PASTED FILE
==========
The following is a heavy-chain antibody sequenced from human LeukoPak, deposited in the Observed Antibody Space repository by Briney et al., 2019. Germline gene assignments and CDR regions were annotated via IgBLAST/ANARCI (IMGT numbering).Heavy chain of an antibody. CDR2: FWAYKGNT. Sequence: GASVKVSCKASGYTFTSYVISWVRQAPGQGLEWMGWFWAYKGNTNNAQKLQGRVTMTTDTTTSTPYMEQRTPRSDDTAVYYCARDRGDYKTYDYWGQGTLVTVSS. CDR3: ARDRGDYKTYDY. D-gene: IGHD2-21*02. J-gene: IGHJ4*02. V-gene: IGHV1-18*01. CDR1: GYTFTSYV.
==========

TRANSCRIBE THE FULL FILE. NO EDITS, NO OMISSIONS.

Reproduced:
The following is a heavy-chain antibody sequenced from human LeukoPak, deposited in the Observed Antibody Space repository by Briney et al., 2019. Germline gene assignments and CDR regions were annotated via IgBLAST/ANARCI (IMGT numbering).Heavy chain of an antibody. CDR2: FWAYKGNT. Sequence: GASVKVSCKASGYTFTSYVISWVRQAPGQGLEWMGWFWAYKGNTNNAQKLQGRVTMTTDTTTSTPYMEQRTPRSDDTAVYYCARDRGDYKTYDYWGQGTLVTVSS. CDR3: ARDRGDYKTYDY. D-gene: IGHD2-21*02. J-gene: IGHJ4*02. V-gene: IGHV1-18*01. CDR1: GYTFTSYV.